Vihstadt said another challenge independent candidates face in 2021 is the looming specter of Donald Trump.
“It was certainly kind of an unusual alignment of the stars for me in 2014 when I won the special election, and then a full four year term that November,” the former County Board member told ARLnow. “I had issues on the overspending and projects that were nice to have but not essential, like the streetcar and the Artisphere, and people were concerned about insular group thinking. The chemistry today is a little different. Part of the problem today is that Donald Trump, who I never supported and spoke out against in 2016, has so polarized the electorate.”
Vihstadt said he’s hopeful that as the memory of Trump fades and the state works on bipartisan redistricting, independents could be back in vogue.
Theo said, for his part, distancing libertarians from the GOP is part of that.
“There’s an ideological preference for Democrats in the county,” Theo said. “That’s why the GOP continues to dwindle and do poorly election cycle after election cycle. It’s largely with ideology. The good thing with libertarians is we have a lot of overlaps with democrats, liberals and progressives. We fight for civil liberties and civil rights, and affordable housing. The whole zoning battle and the missing middle, is where the libertarians have a lot of overlap with progressive warriors in the county. I don’t think it’s an impossible task. I’m not going to pretend it will be easy, it’s the fight of a lifetime.”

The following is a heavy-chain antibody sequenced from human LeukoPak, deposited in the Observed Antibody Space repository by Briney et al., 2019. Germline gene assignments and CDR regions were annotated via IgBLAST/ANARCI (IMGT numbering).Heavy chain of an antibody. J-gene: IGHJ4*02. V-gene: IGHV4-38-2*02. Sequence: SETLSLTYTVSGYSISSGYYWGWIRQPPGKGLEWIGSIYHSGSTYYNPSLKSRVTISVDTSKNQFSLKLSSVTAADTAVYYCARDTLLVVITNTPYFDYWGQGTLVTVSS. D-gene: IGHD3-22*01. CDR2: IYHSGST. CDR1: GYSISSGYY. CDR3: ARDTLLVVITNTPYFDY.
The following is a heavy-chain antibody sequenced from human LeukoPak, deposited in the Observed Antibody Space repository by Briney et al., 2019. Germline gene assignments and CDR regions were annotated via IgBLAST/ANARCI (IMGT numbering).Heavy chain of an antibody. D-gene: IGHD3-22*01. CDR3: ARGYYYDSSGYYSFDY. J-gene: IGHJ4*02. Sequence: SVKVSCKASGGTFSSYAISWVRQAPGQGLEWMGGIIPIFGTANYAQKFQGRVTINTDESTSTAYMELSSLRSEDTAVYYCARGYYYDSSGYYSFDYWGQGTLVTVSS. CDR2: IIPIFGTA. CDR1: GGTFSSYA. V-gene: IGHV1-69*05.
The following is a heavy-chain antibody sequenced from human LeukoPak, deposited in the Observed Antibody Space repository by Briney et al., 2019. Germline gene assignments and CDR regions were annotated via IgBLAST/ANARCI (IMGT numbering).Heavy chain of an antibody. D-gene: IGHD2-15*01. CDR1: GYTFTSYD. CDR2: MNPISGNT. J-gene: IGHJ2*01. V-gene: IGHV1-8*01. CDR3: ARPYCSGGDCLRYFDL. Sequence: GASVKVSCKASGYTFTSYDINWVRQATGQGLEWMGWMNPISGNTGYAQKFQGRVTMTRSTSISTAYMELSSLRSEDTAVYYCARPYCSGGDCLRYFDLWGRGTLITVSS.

Theo’s vision for affordable housing reform, though, looks somewhat different from the vision expressed by incumbent Democrats.
“What Arlington should be doing to preserve existing affordable housing stock, instead of allowing it to be demolished and rebuilt, is to shift its focus in how it deals with affordable housing,” Theo said. “Arlington is making the mistake of tackling it as an issue of subsidies and partnering with nonprofit corporations to run affordable rental units. It doesn’t fix the problem, tackles surface level symptom. To fix affordable housing we have to work on affordable ownership.”
Theo’s solution is in community land trusts, a program that separates the cost of the land from the cost of the housing built on it by having a non-profit purchase the land while the buildings are cooperatively owned or leased by residents.
“The residents come together to own property and nonprofits own land beneath the building,” Theo said. “That reduces cost for owners and allows generational wealth to be built up rather than being at the whim of a developer.”